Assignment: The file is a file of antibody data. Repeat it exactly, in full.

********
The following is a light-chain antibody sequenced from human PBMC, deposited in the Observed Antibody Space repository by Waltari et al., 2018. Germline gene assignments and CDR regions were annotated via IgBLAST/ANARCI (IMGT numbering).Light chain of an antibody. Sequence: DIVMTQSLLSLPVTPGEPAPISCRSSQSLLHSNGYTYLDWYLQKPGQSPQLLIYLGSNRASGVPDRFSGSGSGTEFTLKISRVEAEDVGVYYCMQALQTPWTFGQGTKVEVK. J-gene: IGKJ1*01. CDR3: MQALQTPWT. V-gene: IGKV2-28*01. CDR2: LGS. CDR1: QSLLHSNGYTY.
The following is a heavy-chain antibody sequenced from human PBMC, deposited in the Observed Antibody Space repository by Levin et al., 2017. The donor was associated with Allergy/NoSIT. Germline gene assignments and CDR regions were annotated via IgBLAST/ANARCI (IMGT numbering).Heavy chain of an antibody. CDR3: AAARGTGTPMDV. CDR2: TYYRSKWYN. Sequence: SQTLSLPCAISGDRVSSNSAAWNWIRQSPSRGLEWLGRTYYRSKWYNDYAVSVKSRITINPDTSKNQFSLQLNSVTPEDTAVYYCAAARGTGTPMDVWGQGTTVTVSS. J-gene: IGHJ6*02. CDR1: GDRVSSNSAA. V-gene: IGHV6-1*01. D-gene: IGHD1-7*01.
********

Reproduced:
The following is a light-chain antibody sequenced from human PBMC, deposited in the Observed Antibody Space repository by Waltari et al., 2018. Germline gene assignments and CDR regions were annotated via IgBLAST/ANARCI (IMGT numbering).Light chain of an antibody. Sequence: DIVMTQSLLSLPVTPGEPAPISCRSSQSLLHSNGYTYLDWYLQKPGQSPQLLIYLGSNRASGVPDRFSGSGSGTEFTLKISRVEAEDVGVYYCMQALQTPWTFGQGTKVEVK. J-gene: IGKJ1*01. CDR3: MQALQTPWT. V-gene: IGKV2-28*01. CDR2: LGS. CDR1: QSLLHSNGYTY.
The following is a heavy-chain antibody sequenced from human PBMC, deposited in the Observed Antibody Space repository by Levin et al., 2017. The donor was associated with Allergy/NoSIT. Germline gene assignments and CDR regions were annotated via IgBLAST/ANARCI (IMGT numbering).Heavy chain of an antibody. CDR3: AAARGTGTPMDV. CDR2: TYYRSKWYN. Sequence: SQTLSLPCAISGDRVSSNSAAWNWIRQSPSRGLEWLGRTYYRSKWYNDYAVSVKSRITINPDTSKNQFSLQLNSVTPEDTAVYYCAAARGTGTPMDVWGQGTTVTVSS. J-gene: IGHJ6*02. CDR1: GDRVSSNSAA. V-gene: IGHV6-1*01. D-gene: IGHD1-7*01.